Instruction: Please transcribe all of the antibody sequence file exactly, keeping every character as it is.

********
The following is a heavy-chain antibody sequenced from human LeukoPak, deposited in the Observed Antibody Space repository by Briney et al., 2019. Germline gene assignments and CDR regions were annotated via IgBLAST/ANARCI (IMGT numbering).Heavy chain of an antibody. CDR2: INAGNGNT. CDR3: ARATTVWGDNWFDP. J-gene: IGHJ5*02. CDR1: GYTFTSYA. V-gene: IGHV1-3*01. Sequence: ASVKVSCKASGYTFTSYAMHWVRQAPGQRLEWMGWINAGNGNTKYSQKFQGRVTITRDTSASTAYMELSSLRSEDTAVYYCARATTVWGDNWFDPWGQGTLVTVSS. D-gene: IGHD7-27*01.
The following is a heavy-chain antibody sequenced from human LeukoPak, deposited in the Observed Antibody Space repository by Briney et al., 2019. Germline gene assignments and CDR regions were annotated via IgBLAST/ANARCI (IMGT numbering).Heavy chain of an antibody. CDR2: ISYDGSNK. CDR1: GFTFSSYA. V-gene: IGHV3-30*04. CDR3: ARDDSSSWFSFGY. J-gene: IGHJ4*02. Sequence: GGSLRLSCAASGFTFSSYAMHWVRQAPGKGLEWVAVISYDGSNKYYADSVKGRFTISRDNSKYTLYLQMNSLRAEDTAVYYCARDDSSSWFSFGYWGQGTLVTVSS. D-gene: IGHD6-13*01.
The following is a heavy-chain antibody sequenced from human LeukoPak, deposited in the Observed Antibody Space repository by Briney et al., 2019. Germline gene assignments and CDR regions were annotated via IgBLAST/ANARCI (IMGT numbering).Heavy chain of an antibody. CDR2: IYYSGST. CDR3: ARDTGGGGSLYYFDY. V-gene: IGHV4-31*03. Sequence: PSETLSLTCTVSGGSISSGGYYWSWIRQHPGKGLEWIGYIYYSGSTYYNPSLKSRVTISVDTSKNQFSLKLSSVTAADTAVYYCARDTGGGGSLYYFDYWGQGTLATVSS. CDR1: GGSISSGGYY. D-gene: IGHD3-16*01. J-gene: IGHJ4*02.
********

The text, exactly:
The following is a heavy-chain antibody sequenced from human LeukoPak, deposited in the Observed Antibody Space repository by Briney et al., 2019. Germline gene assignments and CDR regions were annotated via IgBLAST/ANARCI (IMGT numbering).Heavy chain of an antibody. CDR2: INAGNGNT. CDR3: ARATTVWGDNWFDP. J-gene: IGHJ5*02. CDR1: GYTFTSYA. V-gene: IGHV1-3*01. Sequence: ASVKVSCKASGYTFTSYAMHWVRQAPGQRLEWMGWINAGNGNTKYSQKFQGRVTITRDTSASTAYMELSSLRSEDTAVYYCARATTVWGDNWFDPWGQGTLVTVSS. D-gene: IGHD7-27*01.
The following is a heavy-chain antibody sequenced from human LeukoPak, deposited in the Observed Antibody Space repository by Briney et al., 2019. Germline gene assignments and CDR regions were annotated via IgBLAST/ANARCI (IMGT numbering).Heavy chain of an antibody. CDR2: ISYDGSNK. CDR1: GFTFSSYA. V-gene: IGHV3-30*04. CDR3: ARDDSSSWFSFGY. J-gene: IGHJ4*02. Sequence: GGSLRLSCAASGFTFSSYAMHWVRQAPGKGLEWVAVISYDGSNKYYADSVKGRFTISRDNSKYTLYLQMNSLRAEDTAVYYCARDDSSSWFSFGYWGQGTLVTVSS. D-gene: IGHD6-13*01.
The following is a heavy-chain antibody sequenced from human LeukoPak, deposited in the Observed Antibody Space repository by Briney et al., 2019. Germline gene assignments and CDR regions were annotated via IgBLAST/ANARCI (IMGT numbering).Heavy chain of an antibody. CDR2: IYYSGST. CDR3: ARDTGGGGSLYYFDY. V-gene: IGHV4-31*03. Sequence: PSETLSLTCTVSGGSISSGGYYWSWIRQHPGKGLEWIGYIYYSGSTYYNPSLKSRVTISVDTSKNQFSLKLSSVTAADTAVYYCARDTGGGGSLYYFDYWGQGTLATVSS. CDR1: GGSISSGGYY. D-gene: IGHD3-16*01. J-gene: IGHJ4*02.